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The former accounting director for Pharmaceutical Research and Manufacturers of America (PhRMA) was arrested Monday on charges of embezzling more than $223,000 from the trade association. She may have wired some of the proceeds to buy property in Jamaica, according to court documents. Marcia Campbell, a 45-year-old native of Jamaica, faces felony charges of bank fraud and wire fraud. Campbell, who worked as PhRMA’s accounting director for six years, has allegedly diverted two payments of $73,560 and $150,000 meant for PhRMA vendors to her personal account at Washington Mutual Bank in the past 10 months, according to the arrest-warrant affidavit. An internal audit revealed the missing funds after one of the vendors complained last week that it had not been paid. PhRMA Senior Vice President Ken Johnson says Campbell no longer works for PhRMA, but he would not say if she was fired as a result of the embezzlement case. Campbell was a “midlevel financial person,” not the chief financial officer, Johnson says. “All I can tell you is that we caught the problem internally,” Johnson says. “Obviously, we’ve had discussions with our members about it, but this is an ongoing criminal investigation and it would be inappropriate to comment further.” PhRMA lobbies for dozens of research-based pharmaceutical and biotechnology companies. Its members include 3M Pharmaceuticals, the Bristol-Myers Squibb Co., GlaxoSmithKline, Johnson & Johnson, Eli Lilly and Co., Pfizer Inc., and Wyeth. Johnson wouldn’t comment on PhRMA’s chances of recovering any of the missing money or if the company is insured for the loss. “We’re taking all appropriate steps to ensure that this matter is resolved,” he says. During a joint investigation by the D.C. Metropolitan Police Department and the FBI, officers searched Campbell’s office, her Land Rover, and her apartment in the 1300 block of Clifton Road Northwest. They seized a day planner, bank statements, an airline ticket stub, and a box of business records stowed in her hallway closet, according to the search warrant. “Ms. Campbell after being confronted [by PhRMA staff] with the illegal transfers has been observed removing items from her work station area, including bags of papers, and exiting the building in the direction of the garage,” a search-warrant affidavit states. According to the arrest-warrant affidavit, Campbell sent an e-mail from her work computer last week to a real estate agent in Kingston, Jamaica, indicating she had wired $74,650 for the purchase of property in Jamaica. Investigators reviewed an international money-transfer document showing the transfers from one of Campbell’s personal accounts to the Bank of Nova Scotia in Jamaica. After her initial appearance Monday in the U.S. District Court for the District of Columbia, Campbell was released, but she is subject to electronic monitoring and a curfew under the court’s High Intensity Supervision Program. Assistant U.S. Attorney Angela George says she requested the additional monitoring because Campbell poses a flight risk to Jamaica due to her ties there, and because questions about Campbell’s U.S. citizenship have not been resolved. U.S. Magistrate Judge Deborah Robinson rejected George’s request for a 10-day immigration hold on Campbell. Employment records at PhRMA show Campbell is a U.S. citizen, but she also holds a Jamaican passport, Johnson says. Campbell, who couldn’t be reached for comment, faces up to 30 years in prison and $1 million if found guilty on each of the felony counts. Her defense attorney, R.J. Vanzego Jr., wouldn’t comment on her case.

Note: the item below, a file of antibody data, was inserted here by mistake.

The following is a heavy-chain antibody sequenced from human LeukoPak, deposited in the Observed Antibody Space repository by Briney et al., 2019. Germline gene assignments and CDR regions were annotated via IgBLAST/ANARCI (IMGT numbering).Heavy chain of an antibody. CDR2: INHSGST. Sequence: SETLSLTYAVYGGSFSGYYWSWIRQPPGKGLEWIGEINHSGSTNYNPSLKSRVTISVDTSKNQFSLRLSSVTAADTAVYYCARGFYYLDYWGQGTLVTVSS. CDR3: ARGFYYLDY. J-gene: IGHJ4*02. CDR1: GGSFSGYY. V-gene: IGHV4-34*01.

Brendan Smith can be contacted at [email protected].

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